Marine Parks not to blame for lobster prices: Conservation Council

The South Australian Conservation Council has lashed out at the state's rock lobster industry for blaming the recent rise in the product's retail price on marine park sanctuary zones.
The South Australian Conservation Council has lashed out at the state's rock lobster industry for blaming the recent rise in the product's retail price on marine park sanctuary zones.

THE South Australian Conservation Council has lashed out at the state's rock lobster industry for blaming the recent rise in the product's retail price on marine park sanctuary zones.

In a statement from the conservation council, it said prices for seafood across the state were increasing well before marine parks were brought in on October 1.

"It is disingenuous of the rock lobster industry to spread misinformation about the reasons behind the price increases of South Australian seafood," Conservation Council chief executive Craig Wilkins said.

South Australian Rock Lobster Advisory Council chief executive Justin Phillips said the Conservation Council did not understand the true financial impact of marine parks on the seafood industry.

"The conservation council's comments in relation to SA seafood prices and marine parks demonstrate, very publicly, how misinformed they are on this particular issue," he said.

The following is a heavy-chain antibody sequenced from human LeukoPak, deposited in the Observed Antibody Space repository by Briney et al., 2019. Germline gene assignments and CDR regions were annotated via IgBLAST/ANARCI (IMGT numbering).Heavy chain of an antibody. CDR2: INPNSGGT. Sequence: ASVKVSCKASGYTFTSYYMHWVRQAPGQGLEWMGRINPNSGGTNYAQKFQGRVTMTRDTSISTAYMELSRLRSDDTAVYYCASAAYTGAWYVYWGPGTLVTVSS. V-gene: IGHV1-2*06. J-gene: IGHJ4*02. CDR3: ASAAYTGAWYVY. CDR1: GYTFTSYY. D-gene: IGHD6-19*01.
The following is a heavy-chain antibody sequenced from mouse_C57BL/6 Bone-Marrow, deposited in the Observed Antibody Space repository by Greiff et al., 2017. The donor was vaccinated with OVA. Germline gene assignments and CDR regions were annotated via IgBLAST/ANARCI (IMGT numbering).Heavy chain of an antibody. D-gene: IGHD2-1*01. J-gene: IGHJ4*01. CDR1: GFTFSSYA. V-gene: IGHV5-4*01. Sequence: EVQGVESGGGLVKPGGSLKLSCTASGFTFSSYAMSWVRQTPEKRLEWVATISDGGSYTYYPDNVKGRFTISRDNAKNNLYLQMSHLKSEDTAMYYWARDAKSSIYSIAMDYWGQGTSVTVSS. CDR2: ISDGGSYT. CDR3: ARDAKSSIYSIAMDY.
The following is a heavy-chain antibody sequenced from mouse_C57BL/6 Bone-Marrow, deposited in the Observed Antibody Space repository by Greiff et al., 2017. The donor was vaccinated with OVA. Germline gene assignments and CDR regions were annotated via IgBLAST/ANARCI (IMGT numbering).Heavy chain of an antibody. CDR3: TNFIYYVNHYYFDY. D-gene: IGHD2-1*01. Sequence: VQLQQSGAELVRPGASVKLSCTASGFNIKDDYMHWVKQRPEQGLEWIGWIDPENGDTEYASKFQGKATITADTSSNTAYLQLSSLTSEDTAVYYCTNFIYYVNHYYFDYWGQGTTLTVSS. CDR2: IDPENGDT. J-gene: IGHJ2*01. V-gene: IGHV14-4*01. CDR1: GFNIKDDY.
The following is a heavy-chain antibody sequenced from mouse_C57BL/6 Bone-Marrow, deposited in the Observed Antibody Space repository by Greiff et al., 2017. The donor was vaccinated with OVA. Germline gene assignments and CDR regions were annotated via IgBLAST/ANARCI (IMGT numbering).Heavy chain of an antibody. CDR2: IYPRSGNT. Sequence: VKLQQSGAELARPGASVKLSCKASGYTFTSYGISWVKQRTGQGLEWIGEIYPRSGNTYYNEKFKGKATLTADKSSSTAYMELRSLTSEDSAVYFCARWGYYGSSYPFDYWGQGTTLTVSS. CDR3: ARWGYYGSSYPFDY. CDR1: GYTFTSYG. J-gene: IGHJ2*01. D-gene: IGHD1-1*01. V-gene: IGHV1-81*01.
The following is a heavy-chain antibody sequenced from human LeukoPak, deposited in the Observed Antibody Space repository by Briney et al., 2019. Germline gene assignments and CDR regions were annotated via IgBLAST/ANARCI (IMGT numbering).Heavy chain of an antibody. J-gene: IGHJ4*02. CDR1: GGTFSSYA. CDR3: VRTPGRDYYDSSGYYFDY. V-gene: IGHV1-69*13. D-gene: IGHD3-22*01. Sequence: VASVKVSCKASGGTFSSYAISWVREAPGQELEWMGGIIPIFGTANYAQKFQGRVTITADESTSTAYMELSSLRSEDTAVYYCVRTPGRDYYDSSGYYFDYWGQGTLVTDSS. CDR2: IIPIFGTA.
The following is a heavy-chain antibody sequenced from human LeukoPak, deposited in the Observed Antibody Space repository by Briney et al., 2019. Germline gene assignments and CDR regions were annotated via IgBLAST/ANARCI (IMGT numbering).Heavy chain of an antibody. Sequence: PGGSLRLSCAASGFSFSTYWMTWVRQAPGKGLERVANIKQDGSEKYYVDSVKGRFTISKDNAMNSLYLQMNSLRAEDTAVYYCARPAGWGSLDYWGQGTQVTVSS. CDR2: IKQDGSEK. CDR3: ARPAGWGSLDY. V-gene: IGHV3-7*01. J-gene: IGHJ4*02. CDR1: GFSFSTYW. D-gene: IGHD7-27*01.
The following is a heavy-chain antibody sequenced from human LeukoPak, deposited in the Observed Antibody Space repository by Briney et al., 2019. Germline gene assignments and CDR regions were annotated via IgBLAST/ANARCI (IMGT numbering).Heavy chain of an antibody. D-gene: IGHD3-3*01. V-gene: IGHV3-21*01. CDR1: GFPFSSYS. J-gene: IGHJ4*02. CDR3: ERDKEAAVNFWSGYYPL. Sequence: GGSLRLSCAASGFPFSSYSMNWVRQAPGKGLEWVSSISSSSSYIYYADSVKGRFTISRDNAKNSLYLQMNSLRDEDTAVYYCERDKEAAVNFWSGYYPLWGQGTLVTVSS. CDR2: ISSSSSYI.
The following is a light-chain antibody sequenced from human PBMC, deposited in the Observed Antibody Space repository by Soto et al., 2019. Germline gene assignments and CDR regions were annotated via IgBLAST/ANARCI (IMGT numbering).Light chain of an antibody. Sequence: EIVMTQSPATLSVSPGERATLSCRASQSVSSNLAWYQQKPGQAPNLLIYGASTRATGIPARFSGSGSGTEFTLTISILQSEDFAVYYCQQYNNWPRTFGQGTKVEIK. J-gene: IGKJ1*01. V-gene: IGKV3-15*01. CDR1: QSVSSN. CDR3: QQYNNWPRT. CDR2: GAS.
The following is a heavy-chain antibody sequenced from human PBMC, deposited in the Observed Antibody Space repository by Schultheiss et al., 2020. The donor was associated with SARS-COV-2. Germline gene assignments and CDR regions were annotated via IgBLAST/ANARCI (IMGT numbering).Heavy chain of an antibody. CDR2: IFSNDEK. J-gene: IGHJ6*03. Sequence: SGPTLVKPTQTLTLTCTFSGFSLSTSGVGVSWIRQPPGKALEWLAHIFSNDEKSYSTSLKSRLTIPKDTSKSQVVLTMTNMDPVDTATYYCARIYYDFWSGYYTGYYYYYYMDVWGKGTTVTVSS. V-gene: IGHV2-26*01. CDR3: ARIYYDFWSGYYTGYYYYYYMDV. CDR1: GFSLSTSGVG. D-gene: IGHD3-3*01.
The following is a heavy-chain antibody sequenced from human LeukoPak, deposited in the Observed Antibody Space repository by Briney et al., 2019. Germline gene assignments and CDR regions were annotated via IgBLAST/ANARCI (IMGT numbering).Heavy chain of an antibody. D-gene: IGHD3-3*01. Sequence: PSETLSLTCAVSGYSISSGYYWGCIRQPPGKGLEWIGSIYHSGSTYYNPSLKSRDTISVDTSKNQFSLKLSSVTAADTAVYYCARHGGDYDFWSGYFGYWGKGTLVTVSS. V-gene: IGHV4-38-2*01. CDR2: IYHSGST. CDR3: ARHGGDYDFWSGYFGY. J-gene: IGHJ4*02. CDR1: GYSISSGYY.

"With some of the most productive fishing grounds in the Northern Zone Rock Lobster Fishery now 'locked up' as a result of marine parks, costs of catching rock lobster have certainly increased this season with operators having to travel further and fish more marginal areas for longer at lower catch rates.

"It would be naive of the conservation council to think this has not had some impact on prices for our product."

Mr Phillips said there were a number of factors that contributed to the rise in rock lobster prices however marine parks were definitely a significant one.

"Certainly the strong prices we have seen for southern rock lobster this season are also a confluence of the dropping Australian dollar, the high quality of our premium export product and subsequently strong demand in China," he said.

"But the loss of highly productive fishing grounds to marine parks has definitely played a part."

Mr Wilkins said the rock lobster industry was not sustainable and said claims that it was well managed were false.

"It is appalling that PIRSA (Primary Industries and Regions SA) keeps telling us that we have the best managed fisheries in the world when our iconic fish species are clearly not being managed sustainably," he said.

Mr Phillips said although the "sweeping and carefully selected references" by the conservation council labelled the fishery as unsustainable, it was well documented this was not the case.

He said commercial catch rates had steadily increased in recent seasons and the fishery increased its total allowable commercial catch at the beginning of the 2012/13 season.

The Fisheries Research and Development Corporation's Status of Key Australian Fish Stocks report classified southern rock lobster as a sustainable stock in all states it is fished.

Mr Phillips said as a fishery, no one cared more about its sustainability than the fishermen themselves.

"We view the real experts as commercial fishers with a lifetime of experience on the water and a true sense of custodianship for the natural resource from which they've supported their families for generations."

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